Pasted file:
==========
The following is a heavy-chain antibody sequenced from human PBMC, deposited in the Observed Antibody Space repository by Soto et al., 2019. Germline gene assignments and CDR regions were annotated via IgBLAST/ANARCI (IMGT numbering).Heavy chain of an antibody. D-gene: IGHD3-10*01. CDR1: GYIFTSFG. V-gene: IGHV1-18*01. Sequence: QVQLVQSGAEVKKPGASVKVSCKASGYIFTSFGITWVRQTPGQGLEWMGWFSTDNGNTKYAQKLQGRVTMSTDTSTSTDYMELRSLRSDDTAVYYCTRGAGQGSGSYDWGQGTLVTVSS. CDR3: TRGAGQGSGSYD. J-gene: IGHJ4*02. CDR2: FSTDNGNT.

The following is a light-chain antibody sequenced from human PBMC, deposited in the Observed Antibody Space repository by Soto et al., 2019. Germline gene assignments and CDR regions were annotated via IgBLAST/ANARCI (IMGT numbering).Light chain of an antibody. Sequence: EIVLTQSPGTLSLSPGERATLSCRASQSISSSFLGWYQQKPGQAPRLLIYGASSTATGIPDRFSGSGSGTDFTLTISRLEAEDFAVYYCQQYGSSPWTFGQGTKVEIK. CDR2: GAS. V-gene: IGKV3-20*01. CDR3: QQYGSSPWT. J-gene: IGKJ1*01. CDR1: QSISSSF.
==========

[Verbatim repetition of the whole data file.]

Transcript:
The following is a heavy-chain antibody sequenced from human PBMC, deposited in the Observed Antibody Space repository by Soto et al., 2019. Germline gene assignments and CDR regions were annotated via IgBLAST/ANARCI (IMGT numbering).Heavy chain of an antibody. D-gene: IGHD3-10*01. CDR1: GYIFTSFG. V-gene: IGHV1-18*01. Sequence: QVQLVQSGAEVKKPGASVKVSCKASGYIFTSFGITWVRQTPGQGLEWMGWFSTDNGNTKYAQKLQGRVTMSTDTSTSTDYMELRSLRSDDTAVYYCTRGAGQGSGSYDWGQGTLVTVSS. CDR3: TRGAGQGSGSYD. J-gene: IGHJ4*02. CDR2: FSTDNGNT.

The following is a light-chain antibody sequenced from human PBMC, deposited in the Observed Antibody Space repository by Soto et al., 2019. Germline gene assignments and CDR regions were annotated via IgBLAST/ANARCI (IMGT numbering).Light chain of an antibody. Sequence: EIVLTQSPGTLSLSPGERATLSCRASQSISSSFLGWYQQKPGQAPRLLIYGASSTATGIPDRFSGSGSGTDFTLTISRLEAEDFAVYYCQQYGSSPWTFGQGTKVEIK. CDR2: GAS. V-gene: IGKV3-20*01. CDR3: QQYGSSPWT. J-gene: IGKJ1*01. CDR1: QSISSSF.